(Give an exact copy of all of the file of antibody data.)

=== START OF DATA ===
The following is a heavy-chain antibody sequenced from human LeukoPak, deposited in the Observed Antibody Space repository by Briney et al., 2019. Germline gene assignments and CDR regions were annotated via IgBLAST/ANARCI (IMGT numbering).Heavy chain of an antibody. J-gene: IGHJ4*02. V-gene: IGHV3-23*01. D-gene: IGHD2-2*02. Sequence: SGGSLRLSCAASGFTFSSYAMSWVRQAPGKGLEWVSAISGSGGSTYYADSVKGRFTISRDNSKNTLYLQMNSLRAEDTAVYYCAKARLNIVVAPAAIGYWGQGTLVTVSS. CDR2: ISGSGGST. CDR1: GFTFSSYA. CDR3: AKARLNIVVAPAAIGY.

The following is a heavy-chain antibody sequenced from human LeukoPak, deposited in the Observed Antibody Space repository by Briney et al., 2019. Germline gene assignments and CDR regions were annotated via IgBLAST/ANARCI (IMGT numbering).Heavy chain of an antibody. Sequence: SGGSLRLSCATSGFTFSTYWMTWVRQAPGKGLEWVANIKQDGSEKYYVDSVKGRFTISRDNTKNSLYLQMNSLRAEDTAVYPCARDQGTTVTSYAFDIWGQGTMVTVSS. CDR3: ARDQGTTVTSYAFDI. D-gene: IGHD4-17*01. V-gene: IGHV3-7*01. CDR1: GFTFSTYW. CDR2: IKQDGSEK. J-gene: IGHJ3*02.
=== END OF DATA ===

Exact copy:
The following is a heavy-chain antibody sequenced from human LeukoPak, deposited in the Observed Antibody Space repository by Briney et al., 2019. Germline gene assignments and CDR regions were annotated via IgBLAST/ANARCI (IMGT numbering).Heavy chain of an antibody. J-gene: IGHJ4*02. V-gene: IGHV3-23*01. D-gene: IGHD2-2*02. Sequence: SGGSLRLSCAASGFTFSSYAMSWVRQAPGKGLEWVSAISGSGGSTYYADSVKGRFTISRDNSKNTLYLQMNSLRAEDTAVYYCAKARLNIVVAPAAIGYWGQGTLVTVSS. CDR2: ISGSGGST. CDR1: GFTFSSYA. CDR3: AKARLNIVVAPAAIGY.

The following is a heavy-chain antibody sequenced from human LeukoPak, deposited in the Observed Antibody Space repository by Briney et al., 2019. Germline gene assignments and CDR regions were annotated via IgBLAST/ANARCI (IMGT numbering).Heavy chain of an antibody. Sequence: SGGSLRLSCATSGFTFSTYWMTWVRQAPGKGLEWVANIKQDGSEKYYVDSVKGRFTISRDNTKNSLYLQMNSLRAEDTAVYPCARDQGTTVTSYAFDIWGQGTMVTVSS. CDR3: ARDQGTTVTSYAFDI. D-gene: IGHD4-17*01. V-gene: IGHV3-7*01. CDR1: GFTFSTYW. CDR2: IKQDGSEK. J-gene: IGHJ3*02.